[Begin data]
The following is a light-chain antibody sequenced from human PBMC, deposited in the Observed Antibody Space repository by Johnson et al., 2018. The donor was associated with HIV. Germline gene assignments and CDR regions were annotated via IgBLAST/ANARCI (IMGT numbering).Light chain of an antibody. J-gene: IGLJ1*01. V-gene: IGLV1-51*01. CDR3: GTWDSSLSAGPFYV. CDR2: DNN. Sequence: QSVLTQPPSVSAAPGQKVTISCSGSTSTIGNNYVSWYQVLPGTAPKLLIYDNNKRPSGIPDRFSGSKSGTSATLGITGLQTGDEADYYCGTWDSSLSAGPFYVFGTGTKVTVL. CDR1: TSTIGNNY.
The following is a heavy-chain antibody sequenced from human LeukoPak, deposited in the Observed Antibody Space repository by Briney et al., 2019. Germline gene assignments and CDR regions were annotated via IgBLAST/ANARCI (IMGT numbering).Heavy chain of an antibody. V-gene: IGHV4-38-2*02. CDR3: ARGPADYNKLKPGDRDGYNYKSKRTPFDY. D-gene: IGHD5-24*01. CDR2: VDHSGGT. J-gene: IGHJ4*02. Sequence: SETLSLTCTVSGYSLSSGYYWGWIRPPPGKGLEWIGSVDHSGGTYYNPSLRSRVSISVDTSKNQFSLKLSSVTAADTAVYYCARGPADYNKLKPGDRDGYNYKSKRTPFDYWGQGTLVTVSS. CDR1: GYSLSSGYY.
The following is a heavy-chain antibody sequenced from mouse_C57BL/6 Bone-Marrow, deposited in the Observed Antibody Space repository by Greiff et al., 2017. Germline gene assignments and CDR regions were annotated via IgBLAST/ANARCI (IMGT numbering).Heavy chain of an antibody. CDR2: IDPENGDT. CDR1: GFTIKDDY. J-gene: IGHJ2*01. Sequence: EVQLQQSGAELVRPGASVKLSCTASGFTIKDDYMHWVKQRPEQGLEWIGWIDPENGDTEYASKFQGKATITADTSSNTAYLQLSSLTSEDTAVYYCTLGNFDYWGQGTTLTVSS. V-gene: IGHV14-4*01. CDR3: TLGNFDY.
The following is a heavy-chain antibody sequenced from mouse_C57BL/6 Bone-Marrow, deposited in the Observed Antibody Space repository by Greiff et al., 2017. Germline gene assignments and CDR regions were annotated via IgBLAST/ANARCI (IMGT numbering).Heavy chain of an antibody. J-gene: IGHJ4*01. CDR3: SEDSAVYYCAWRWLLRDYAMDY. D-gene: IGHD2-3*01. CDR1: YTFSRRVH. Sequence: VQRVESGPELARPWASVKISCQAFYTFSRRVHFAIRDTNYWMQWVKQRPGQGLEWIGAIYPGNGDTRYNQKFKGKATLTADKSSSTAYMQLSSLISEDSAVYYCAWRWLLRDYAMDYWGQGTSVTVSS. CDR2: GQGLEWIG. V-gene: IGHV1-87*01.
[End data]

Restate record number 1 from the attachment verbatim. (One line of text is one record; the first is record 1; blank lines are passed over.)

The following is a light-chain antibody sequenced from human PBMC, deposited in the Observed Antibody Space repository by Johnson et al., 2018. The donor was associated with HIV. Germline gene assignments and CDR regions were annotated via IgBLAST/ANARCI (IMGT numbering).Light chain of an antibody. J-gene: IGLJ1*01. V-gene: IGLV1-51*01. CDR3: GTWDSSLSAGPFYV. CDR2: DNN. Sequence: QSVLTQPPSVSAAPGQKVTISCSGSTSTIGNNYVSWYQVLPGTAPKLLIYDNNKRPSGIPDRFSGSKSGTSATLGITGLQTGDEADYYCGTWDSSLSAGPFYVFGTGTKVTVL. CDR1: TSTIGNNY.